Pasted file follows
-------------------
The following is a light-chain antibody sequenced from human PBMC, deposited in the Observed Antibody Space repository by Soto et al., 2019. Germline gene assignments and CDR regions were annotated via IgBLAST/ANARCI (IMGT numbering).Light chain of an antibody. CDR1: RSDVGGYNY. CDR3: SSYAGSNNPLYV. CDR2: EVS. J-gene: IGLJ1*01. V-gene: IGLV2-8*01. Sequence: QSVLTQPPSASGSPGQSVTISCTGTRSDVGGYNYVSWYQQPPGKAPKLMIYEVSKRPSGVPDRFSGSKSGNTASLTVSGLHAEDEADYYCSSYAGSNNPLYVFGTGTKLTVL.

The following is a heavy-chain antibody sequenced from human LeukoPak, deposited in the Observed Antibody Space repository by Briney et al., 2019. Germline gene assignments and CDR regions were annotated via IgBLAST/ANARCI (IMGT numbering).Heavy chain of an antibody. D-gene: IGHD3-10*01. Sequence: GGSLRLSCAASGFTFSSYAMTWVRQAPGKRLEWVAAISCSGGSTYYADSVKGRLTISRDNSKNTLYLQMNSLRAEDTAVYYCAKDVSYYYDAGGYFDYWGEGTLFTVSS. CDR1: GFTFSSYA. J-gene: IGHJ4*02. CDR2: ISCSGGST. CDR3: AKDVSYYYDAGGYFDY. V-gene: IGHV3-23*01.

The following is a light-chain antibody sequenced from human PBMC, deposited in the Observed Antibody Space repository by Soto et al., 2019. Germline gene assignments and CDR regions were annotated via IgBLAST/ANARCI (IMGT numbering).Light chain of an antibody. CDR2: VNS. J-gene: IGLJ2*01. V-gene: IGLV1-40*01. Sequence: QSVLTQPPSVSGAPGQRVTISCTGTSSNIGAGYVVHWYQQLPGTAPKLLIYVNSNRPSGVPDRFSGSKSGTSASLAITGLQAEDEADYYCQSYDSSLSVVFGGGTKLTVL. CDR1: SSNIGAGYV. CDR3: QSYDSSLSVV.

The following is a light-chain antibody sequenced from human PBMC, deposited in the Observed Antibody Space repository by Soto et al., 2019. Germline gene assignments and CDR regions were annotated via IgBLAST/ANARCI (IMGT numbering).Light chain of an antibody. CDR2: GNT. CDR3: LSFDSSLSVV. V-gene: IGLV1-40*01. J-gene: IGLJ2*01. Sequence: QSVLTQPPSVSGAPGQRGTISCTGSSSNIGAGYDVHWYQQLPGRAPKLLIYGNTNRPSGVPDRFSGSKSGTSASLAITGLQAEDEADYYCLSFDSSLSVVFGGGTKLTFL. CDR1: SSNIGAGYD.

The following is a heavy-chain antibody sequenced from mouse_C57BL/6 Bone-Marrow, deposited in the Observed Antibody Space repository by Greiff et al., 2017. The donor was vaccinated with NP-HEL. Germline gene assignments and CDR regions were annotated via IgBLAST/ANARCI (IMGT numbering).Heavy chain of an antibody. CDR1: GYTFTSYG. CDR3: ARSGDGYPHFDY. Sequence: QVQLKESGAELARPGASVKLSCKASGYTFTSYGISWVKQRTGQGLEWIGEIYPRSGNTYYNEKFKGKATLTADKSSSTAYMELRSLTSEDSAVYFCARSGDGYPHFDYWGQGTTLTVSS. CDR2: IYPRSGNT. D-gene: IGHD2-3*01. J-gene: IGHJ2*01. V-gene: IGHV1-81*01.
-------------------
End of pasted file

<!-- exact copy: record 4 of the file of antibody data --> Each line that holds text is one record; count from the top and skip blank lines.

The following is a light-chain antibody sequenced from human PBMC, deposited in the Observed Antibody Space repository by Soto et al., 2019. Germline gene assignments and CDR regions were annotated via IgBLAST/ANARCI (IMGT numbering).Light chain of an antibody. CDR2: GNT. CDR3: LSFDSSLSVV. V-gene: IGLV1-40*01. J-gene: IGLJ2*01. Sequence: QSVLTQPPSVSGAPGQRGTISCTGSSSNIGAGYDVHWYQQLPGRAPKLLIYGNTNRPSGVPDRFSGSKSGTSASLAITGLQAEDEADYYCLSFDSSLSVVFGGGTKLTFL. CDR1: SSNIGAGYD.